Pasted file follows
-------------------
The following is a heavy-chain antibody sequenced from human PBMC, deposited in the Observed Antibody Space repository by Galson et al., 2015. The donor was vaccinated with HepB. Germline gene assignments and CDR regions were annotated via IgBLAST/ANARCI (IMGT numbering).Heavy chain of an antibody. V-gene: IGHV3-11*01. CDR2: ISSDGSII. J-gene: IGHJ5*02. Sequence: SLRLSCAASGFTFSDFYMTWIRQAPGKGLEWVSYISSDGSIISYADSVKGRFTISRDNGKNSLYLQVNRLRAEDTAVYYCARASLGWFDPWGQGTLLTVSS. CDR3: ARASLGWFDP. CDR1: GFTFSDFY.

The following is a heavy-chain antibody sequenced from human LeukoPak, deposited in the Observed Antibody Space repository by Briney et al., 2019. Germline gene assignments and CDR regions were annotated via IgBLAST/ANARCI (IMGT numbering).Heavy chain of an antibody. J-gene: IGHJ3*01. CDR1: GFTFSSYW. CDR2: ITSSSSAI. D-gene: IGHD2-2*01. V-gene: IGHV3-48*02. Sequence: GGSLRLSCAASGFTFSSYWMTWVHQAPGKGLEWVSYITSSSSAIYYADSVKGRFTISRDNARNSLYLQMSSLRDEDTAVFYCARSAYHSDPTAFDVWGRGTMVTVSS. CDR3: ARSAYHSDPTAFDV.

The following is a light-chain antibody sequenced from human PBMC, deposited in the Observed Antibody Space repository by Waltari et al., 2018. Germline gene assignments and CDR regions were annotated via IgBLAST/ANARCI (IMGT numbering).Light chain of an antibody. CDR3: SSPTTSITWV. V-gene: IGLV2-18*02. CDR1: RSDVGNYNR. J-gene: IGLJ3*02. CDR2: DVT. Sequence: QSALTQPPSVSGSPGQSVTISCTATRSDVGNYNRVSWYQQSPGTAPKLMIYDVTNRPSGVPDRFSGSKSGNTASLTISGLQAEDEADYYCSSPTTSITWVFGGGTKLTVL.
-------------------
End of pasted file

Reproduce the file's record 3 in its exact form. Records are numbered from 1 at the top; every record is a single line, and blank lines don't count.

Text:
The following is a light-chain antibody sequenced from human PBMC, deposited in the Observed Antibody Space repository by Waltari et al., 2018. Germline gene assignments and CDR regions were annotated via IgBLAST/ANARCI (IMGT numbering).Light chain of an antibody. CDR3: SSPTTSITWV. V-gene: IGLV2-18*02. CDR1: RSDVGNYNR. J-gene: IGLJ3*02. CDR2: DVT. Sequence: QSALTQPPSVSGSPGQSVTISCTATRSDVGNYNRVSWYQQSPGTAPKLMIYDVTNRPSGVPDRFSGSKSGNTASLTISGLQAEDEADYYCSSPTTSITWVFGGGTKLTVL.